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November 1, 1999

Urine Testing Proves an Accurate Measure in HIV Screening

HIV-1 testing by using urine samples is an accurate, safe and more acceptable way to screen for the disease, according to collaborative researchers at Makerere University, Kampala, Uganda, Columbia University, and the Johns Hopkins School of Public Health. The study, which compared the results of blood and urine samples from study participants, appears in the November issue of the Sexually Transmitted Diseases.

Senior author Ronald Gray, MD, MSc, professor, Population and Family Health Sciences, Johns Hopkins School of Public Health, said, "Screening for HIV in populations is critical for public health and using urine samples has advantages over blood testing because it does not require the use of needles. Also, urine collection is a safer alternative because urine does not contain the infectious HIV virus which can be inadvertently transmitted to health workers through the handling of blood. The disposal of urine samples is also cheaper and simpler than the disposal of potentially infected blood specimens."

The study was conducted in Uganda and used 222 adults between the ages of 15 and 59 years old. The study subjects provided both urine and blood samples during the same visit. Each urine sample was divided so that half could be tested while fresh in Uganda and the other half was refrigerated and shipped Johns Hopkins for testing. The blood and urine samples were then tested in an Ugandan laboratory. All blood and urine testing was conducted by technologists who were unaware of the results in both the Johns Hopkins and in the Ugandan laboratories. An independent data management team was responsible for statistical analyses.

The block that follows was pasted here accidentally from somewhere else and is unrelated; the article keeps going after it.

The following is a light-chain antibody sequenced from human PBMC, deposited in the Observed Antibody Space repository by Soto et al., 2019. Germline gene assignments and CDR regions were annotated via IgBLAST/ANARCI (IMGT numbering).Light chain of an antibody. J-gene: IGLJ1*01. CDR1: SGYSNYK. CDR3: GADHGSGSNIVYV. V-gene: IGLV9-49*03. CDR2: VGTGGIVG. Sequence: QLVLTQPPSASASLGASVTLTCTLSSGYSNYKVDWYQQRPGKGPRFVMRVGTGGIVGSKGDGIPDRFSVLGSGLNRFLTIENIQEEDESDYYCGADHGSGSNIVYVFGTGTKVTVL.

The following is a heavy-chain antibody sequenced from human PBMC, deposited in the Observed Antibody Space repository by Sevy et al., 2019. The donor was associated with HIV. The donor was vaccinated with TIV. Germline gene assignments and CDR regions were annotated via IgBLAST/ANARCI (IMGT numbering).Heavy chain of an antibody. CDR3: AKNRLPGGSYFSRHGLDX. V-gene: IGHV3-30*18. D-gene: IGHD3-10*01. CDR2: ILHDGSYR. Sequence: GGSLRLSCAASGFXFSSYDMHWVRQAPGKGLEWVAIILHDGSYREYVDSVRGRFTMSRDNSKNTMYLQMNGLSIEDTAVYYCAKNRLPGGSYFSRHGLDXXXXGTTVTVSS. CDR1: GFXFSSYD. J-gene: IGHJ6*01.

The results of the study showed that of the 96 HIV-positive blood results, 92 refrigerated urine samples tested positive at Johns Hopkins (95.8 percent). All HIV-negative blood results showed up negative in these urine samples (100 percent). Matched fresh urine samples were tested in 94 HIV-positive blood samples and 128 HIV-negative blood samples. Of the 94 samples of fresh urine, all were found to be HIV-positive (100 percent). However, among the 128 fresh urine samples, only 125 were found to be HIV-negative (97.7 percent).

The study results confirm that urine testing is as sensitive and accurate as testing blood for HIV-1. The fact that the Uganda urine specimens had a higher sensitivity rate (100 percent) compared to the Johns Hopkins urine samples (95.8 percent) may show a difference between using fresh and refrigerated urine samples that are stored for prolonged periods of time. However, it is important to note that the differences between these results are not statistically significant and could have been due to chance.

When asked to give both blood and urine samples, 14.3 percent more study subjects provided urine than blood during repeated follow up sample collection. Although the Ugandan subjects were not asked directly about their preferences or attitudes toward urine or blood collection, in a survey of 180 women in a New York family planning clinic, 21 percent declined HIV testing because they were reluctant to have blood drawn. Therefore, using urine to test for HIV appears to be well accepted and could promote population screening in both Africa and in the United States.

Public Affairs Media Contacts for the Johns Hopkins Bloomberg School of Public Health: Tim Parsons or Kenna Brigham @ 410-955-6878 or paffairs@jhsph.edu.